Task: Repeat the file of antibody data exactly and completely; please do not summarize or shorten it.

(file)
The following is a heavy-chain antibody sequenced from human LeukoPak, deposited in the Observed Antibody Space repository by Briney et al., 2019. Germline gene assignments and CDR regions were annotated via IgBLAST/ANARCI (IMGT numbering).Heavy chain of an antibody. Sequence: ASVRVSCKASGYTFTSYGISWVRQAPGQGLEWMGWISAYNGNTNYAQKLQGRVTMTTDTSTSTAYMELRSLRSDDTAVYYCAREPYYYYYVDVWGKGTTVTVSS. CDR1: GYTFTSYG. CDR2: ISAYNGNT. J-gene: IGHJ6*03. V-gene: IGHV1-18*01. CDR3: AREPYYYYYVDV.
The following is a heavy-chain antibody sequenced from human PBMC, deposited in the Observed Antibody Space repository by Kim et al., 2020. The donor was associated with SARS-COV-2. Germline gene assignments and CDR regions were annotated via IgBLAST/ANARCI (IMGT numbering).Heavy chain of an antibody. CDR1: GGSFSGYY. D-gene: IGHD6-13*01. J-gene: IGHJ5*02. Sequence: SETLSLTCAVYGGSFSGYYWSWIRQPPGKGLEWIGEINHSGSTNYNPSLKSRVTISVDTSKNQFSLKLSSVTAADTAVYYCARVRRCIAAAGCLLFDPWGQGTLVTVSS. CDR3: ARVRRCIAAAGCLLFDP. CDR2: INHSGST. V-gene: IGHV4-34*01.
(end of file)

The following is a heavy-chain antibody sequenced from human LeukoPak, deposited in the Observed Antibody Space repository by Briney et al., 2019. Germline gene assignments and CDR regions were annotated via IgBLAST/ANARCI (IMGT numbering).Heavy chain of an antibody. Sequence: ASVRVSCKASGYTFTSYGISWVRQAPGQGLEWMGWISAYNGNTNYAQKLQGRVTMTTDTSTSTAYMELRSLRSDDTAVYYCAREPYYYYYVDVWGKGTTVTVSS. CDR1: GYTFTSYG. CDR2: ISAYNGNT. J-gene: IGHJ6*03. V-gene: IGHV1-18*01. CDR3: AREPYYYYYVDV.
The following is a heavy-chain antibody sequenced from human PBMC, deposited in the Observed Antibody Space repository by Kim et al., 2020. The donor was associated with SARS-COV-2. Germline gene assignments and CDR regions were annotated via IgBLAST/ANARCI (IMGT numbering).Heavy chain of an antibody. CDR1: GGSFSGYY. D-gene: IGHD6-13*01. J-gene: IGHJ5*02. Sequence: SETLSLTCAVYGGSFSGYYWSWIRQPPGKGLEWIGEINHSGSTNYNPSLKSRVTISVDTSKNQFSLKLSSVTAADTAVYYCARVRRCIAAAGCLLFDPWGQGTLVTVSS. CDR3: ARVRRCIAAAGCLLFDP. CDR2: INHSGST. V-gene: IGHV4-34*01.